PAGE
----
نتیجه گیری انگلیسی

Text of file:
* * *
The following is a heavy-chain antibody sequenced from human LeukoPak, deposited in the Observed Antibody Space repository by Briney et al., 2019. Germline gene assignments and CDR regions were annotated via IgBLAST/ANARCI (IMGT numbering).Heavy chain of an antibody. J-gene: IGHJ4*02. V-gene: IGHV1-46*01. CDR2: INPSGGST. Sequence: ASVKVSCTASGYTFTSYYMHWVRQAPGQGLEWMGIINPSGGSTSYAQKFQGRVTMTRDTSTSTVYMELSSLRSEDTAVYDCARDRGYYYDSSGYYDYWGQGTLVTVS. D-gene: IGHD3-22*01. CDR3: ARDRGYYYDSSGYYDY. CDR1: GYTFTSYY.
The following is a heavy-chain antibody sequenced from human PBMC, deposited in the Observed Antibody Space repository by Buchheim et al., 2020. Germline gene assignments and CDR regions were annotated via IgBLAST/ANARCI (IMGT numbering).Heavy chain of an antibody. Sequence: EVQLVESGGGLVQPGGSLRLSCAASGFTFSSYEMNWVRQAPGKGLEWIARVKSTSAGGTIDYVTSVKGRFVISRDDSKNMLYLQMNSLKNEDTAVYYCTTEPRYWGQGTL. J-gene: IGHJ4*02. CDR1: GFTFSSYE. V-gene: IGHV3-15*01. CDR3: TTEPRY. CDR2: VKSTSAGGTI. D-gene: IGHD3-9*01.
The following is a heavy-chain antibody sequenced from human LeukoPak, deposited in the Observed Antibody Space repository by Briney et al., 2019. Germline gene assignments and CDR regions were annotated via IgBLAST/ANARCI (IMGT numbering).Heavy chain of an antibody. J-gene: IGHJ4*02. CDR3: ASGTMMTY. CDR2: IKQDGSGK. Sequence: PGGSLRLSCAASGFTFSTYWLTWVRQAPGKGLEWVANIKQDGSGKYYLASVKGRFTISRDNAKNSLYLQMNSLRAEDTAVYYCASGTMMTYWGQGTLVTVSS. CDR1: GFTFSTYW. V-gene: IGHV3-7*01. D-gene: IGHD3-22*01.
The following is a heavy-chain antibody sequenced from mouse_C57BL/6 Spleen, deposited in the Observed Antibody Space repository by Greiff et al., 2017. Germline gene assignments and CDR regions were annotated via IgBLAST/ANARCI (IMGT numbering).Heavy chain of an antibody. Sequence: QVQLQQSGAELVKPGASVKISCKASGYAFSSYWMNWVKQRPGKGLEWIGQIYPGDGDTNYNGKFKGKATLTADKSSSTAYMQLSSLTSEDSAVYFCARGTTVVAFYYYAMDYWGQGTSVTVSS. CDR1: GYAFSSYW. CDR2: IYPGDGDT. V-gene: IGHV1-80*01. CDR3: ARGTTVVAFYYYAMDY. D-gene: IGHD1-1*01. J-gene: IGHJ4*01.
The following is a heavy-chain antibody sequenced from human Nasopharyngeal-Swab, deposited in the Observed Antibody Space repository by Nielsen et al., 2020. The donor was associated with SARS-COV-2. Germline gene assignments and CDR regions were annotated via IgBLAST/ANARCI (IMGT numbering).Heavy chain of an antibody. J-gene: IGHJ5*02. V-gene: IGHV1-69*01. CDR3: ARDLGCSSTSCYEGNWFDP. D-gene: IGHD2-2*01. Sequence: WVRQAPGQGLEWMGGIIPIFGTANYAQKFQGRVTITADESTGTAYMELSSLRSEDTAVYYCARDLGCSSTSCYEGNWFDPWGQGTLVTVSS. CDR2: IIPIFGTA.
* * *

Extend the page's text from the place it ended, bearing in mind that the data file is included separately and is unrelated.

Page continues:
A bottom-up, stakeholder-led process of building regional CO2 reduction scenarios has been developed and implemented as a case-study in the North West of England. The GRIP software package proved to be a successful device for eliciting detailed stakeholder data, ideas and opinions. One of the benefits is that it adopts a comprehensive perspective of the whole regional energy system (excluding international aviation and marine). A further benefit is that it quantifies the energy supply and demand factors. It requires users to turn their ideas and suggestions into hard numbers. Whilst this is difficult, most stakeholders appear to have found it a satisfying and stimulating challenge. Since its inception, GRIP has proven to be a popular tool with other stakeholder groups and it is currently being adapted for use in cities and city-regions in the USA and other parts of Europe. For example, GRIP has been used in 2008 and 2009 to produce emission inventories for 18 European city-regions, including Glasgow, Bologna, Stockholm, Athens, Hamburg, Madrid, Stuttgart, Napoli, Oslo and Veneto (METREX; GRIP, 2009). GRIP can be used by local authorities in creating a greenhouse gas emissions baseline and measuring progress toward meeting area-based per capita emission reductions (NI 186). Because the scenarios were actually generated by the stakeholders themselves, the method is a good test of how robust national targets are with respect to their regional transposition. To our surprise, a large percentage of the stakeholders, just under half, found that they could not achieve a 60% CO2 reduction by 2050. If a scenario process imposes an ex ante emissions reduction cap (like most other CO2 reduction analyses in the UK have done) it may underestimate the resistance, inertia, scepticism, sheer difficulty or other problems perceived by regional stakeholders in meeting ambitious CO2 reduction targets. In conclusion, GRIP has provided regional climate change and sustainable energy stakeholders with a device for exploring the challenges of meeting a given CO2 reduction target. It has helped stakeholders assess for themselves just how important different sources of CO2 are and the distribution of emissions from different sectors. No one doubts the importance of setting robust national greenhouse gas emission reduction targets. Only the national government has the prerogative to establish such targets and to agree these through international negotiations, both via the United Nations Framework Convention on Climate Change (UNFCCC) and within the European Union. Yet the excessive centralisation within the UK has in many policy fields led to unsuccessful and sometimes disastrous implementation. It is our contention that for the same reasons that health, educational, planning and crime prevention policy need to be, at least partly, conceived as well as delivered nearer to the intended beneficiaries or recipients of such policies, the design of climate change and sustainable energy policies also need to be focused much more at the regional scale. One way forward is for some sort of iterative bottom-up, top-down combination. A GRIP-type of process could be undertaken for each constituent country and region of the UK. Then different ways of combining the regional scenarios up to the UK scale could be examined, possibly with the benefit of an independent, but transparent, assessment of opportunities and constraints in each region by a group of national stakeholders. This panel would then pass on suggestions back to the regional stakeholders on how much each region could contribute to the decarbonisation target. An iterative process would, hopefully, result in a consensus on the relative contribution of the regions. Regional Sustainable Energy Agencies would be an important part of the regional target-setting process and would have responsibility for delivering regional targets once they have been agreed. Whilst England seems to be a long way away from such regionalism at the present moment, there is a serious risk that deep cuts in CO2 emissions will not be achieved without this type of change in the system of governance.